Fundamental changes to the fashion business model, including an urgent transition away from ‘fast fashion’, are needed to improve the long-term sustainability of the fashion supply chain, according to a global review published in Nature Reviews Earth & Environment.
University of New South Wales (UNSW) Associate Professor Alison Gwilt, one of the review’s co-authors, said the fashion industry is the second largest industrial polluter after aviation, and accounts for up to 10 per cent of global pollution.
“However, the industry continues to grow, despite rising awareness of the environmental impacts, in part owing to the rise of fast fashion, which relies on cheap manufacturing, frequent consumption and short-lived garment use,” she said.
“Fast fashion pieces are viewed by the consumer as disposable garments, since they are cheaper to produce and often made from poor-quality material. Normally they are designed to be on-trend, which means that new products are constantly arriving in store all the time.”
Academics from Finland, Sweden, USA, the UK and UNSW have identified the environmental impacts of the fashion supply chain, from production to consumption, focusing on textile waste, water use, chemical pollution and CO2 emissions.
“While impacts from the production of cotton and polyester continue to create concern, there has been a global response to developing new innovative fibres and fabrics that aim to replace resource-intensive natural fibres and petroleum-based man-made fibres,” the review states.
While most environmental impacts occur in textile-manufacturing and garment-manufacturing countries, the authors write that textile waste is found globally.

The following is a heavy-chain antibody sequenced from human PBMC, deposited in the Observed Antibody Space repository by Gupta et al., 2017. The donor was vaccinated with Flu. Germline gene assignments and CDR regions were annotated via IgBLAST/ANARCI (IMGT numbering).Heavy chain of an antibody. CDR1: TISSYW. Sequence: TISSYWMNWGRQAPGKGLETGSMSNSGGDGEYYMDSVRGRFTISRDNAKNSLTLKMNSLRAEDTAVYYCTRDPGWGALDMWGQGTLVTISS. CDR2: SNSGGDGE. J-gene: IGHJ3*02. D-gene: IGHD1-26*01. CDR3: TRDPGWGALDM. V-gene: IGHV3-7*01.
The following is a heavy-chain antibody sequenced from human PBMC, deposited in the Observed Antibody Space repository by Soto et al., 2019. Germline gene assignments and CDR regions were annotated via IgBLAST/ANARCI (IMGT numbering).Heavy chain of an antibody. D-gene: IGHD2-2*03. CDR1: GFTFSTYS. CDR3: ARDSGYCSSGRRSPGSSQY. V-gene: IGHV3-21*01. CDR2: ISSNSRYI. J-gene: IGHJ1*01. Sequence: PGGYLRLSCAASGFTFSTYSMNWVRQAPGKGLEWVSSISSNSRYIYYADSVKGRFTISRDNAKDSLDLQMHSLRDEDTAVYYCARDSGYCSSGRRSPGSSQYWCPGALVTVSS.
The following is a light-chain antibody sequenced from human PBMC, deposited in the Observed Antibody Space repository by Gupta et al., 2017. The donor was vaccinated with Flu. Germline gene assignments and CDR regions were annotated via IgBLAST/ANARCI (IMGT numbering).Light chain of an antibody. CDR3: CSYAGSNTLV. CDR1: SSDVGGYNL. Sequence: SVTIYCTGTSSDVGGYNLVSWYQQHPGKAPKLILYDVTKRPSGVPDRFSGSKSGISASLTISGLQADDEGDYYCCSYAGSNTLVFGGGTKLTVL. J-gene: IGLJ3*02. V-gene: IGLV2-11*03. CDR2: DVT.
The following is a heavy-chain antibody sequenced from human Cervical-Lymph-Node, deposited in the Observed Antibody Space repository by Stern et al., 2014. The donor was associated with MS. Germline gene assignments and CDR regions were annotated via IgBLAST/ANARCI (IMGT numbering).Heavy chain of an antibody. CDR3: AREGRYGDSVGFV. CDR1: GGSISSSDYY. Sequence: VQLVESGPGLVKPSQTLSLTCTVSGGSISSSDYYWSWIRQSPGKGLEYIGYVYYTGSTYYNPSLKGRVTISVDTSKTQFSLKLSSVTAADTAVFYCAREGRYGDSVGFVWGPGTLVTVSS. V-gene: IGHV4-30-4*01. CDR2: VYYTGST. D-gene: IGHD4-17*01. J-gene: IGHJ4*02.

“Current fashion-consumption practices result in large amounts of textile waste, most of which is incinerated, landfilled or exported to developing countries,” the review states.
A/Prof. Gwilt said that when a garment is sold on the shop floor, producers often feel that’s the end of their relationship with the product.
“But there is a discussion about whether producers should actually be responsible for the waste that they produce, and how they can they better support the extended life of garments through repair services,” she said.
According to the review, these impacts highlight the need for substantial changes in the industry, including decelerating manufacturing and introducing sustainable practices throughout the supply chain.
“As we look to deceleration in fashion manufacturing it means that brands and retailers need to look at other avenues and opportunities for growth,” A/Prof. Gwilt said.
“Currently there is a real interest in the fashion rental and subscription service. For example, Rent the Runway, the US clothing rental service, has grown exponentially. While repair and remanufacturing services enable consumers to keep their garments for longer.”